For example, Prime Minister Nguyen Tan Dung’s emphasis on internationalizing the economy has not been achieved at the expense of SOEs. In fact, since 2006, there has been a reversal in SOEs equitization – equitization typically targets small SOEs so the state will hold the controlling share of large equitized SOEs. Moreover, from 2006 to the first half 2008, the average wage of an SOE employee has increased from $2,633 to $3,530 compared to the increase of $1,488 to $1,860 in the non-state sector, according to a study by Nguyen Hai Huu.
In the post-1997 regional financial crisis, Vietnam’s export economy and its geopolitics gradually shifted to the US and the EU, while maintaining good relations with China, Hong Kong, ASEAN, and Japan. Predictably (but more quickly than a decade ago), when exports to Japan dropped nearly 35 per cent in the first half of this year, along with exports to the US which are expected to drop nearly 20 per cent for 2009 to 2010, Vietnam has shifted back to ASEAN. Exports to ASEAN countries were worth $11 billion in 2008, which was 41 per cent more than in 2007.
For the central committee, Vietnam’s potential to achieve a ‘V-shape’ economic recovery lies largely with China – and its relatively outward FDI and import growth.
On the one hand, China has been Vietnam’s largest trade partner for the last five years –total export-import turnover was over $20 billion in 2008 and Vietnamese exports to China increased nearly 35 per cent from 2007 to 2008. On the other hand, Vietnam has an extremely large trade deficit with China, reaching over $11 billion in 2008 which is 57 times larger than it was in 2001. However, given a shared border and a broadly shared ideology, Vietnam is renegotiating its special relationship in order to have a more privileged position in China’s outward FDI and import growth.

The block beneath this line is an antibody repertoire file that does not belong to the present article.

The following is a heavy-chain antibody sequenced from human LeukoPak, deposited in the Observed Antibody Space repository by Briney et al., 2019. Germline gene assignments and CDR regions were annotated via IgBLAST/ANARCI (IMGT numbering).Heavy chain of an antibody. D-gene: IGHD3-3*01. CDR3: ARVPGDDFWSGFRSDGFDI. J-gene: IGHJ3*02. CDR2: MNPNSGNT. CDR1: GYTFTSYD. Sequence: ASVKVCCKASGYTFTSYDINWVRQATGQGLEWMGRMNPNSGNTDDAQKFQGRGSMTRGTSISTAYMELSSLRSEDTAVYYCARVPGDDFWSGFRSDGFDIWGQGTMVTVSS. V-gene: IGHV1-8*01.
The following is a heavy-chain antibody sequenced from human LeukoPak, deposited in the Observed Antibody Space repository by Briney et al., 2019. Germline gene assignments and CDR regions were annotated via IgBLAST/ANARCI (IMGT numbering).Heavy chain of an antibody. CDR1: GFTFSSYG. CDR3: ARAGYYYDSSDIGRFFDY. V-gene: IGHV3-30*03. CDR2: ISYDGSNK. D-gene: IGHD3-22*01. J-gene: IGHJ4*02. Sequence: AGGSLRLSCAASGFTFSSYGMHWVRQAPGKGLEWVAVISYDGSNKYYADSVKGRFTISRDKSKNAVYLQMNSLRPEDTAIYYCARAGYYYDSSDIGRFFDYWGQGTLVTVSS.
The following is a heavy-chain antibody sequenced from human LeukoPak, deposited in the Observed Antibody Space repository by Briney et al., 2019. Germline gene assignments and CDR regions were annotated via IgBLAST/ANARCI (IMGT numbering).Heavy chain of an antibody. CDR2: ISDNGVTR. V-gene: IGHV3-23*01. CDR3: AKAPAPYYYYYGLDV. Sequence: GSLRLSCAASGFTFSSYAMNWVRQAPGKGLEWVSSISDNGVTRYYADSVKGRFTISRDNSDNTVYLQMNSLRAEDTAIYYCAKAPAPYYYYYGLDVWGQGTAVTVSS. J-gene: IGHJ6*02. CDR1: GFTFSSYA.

There is an expectation from the Vietnamese government that exports to China will increase to $6 billion in 2010 from $4.6 billion in 2008. In addition, China will be among the top-five countries which support FDI in Vietnam (China is currently ranked 16 out of 84 countries), according to Vietnam’s Ministry of Planning and Investment. Importantly, for the Vietnamese leadership, the above shift does not implicate Vietnam’s policy of being friendly with everyone. For example, Vietnam signed a comprehensive economic partnership agreement with Japan in late 2008 to stabilize its falling exports. Vietnam has also welcomed US involvement in its higher education, resulting in it becoming the 13th leading sender of students to U.S. campuses in 2008, up from 20th in 2007.
To be sure, there are costs involved in Vietnam’s hedging strategy. In particular, Vietnam will, to some extent, need to cede its ‘sovereignty’ in order to have a special position with China. This may include contracts given to Chinese companies without competitive bids from other foreign companies; not requiring Chinese companies to adhere to international environmental practices in industries such as mining; or reaching a cooperative agreement in which it more or less supports China’s claims to the Spratly islands or the entire South China Sea in order for the latter to explore for oil and gas.
In many ways, Vietnam’s predicament is the result of having neither a consensus nor incentives within the central committee to develop a new model of economic growth: one that creates impressive demand-side growth to complement net exports. But not until an ‘L-curve’ economic slowdown emerges, such as the one leading up to the 1986 doi moi economic reforms, will there be incentives for a second round of structural reforms. That is, reinvigoration of agricultural entrepreneurship, household businesses, SMEs, and modernization of large and inefficient SOEs. These measures are more likely to improve economic efficiency and create domestic consumption.
In the meantime, a ‘W-shape’ economic boom and bust will likely continue in Vietnam.
Long S. Le is Professor and Director of International Initiatives for Global Studies at the University of Houston, and co-founder and lecturer of Vietnamese studies courses.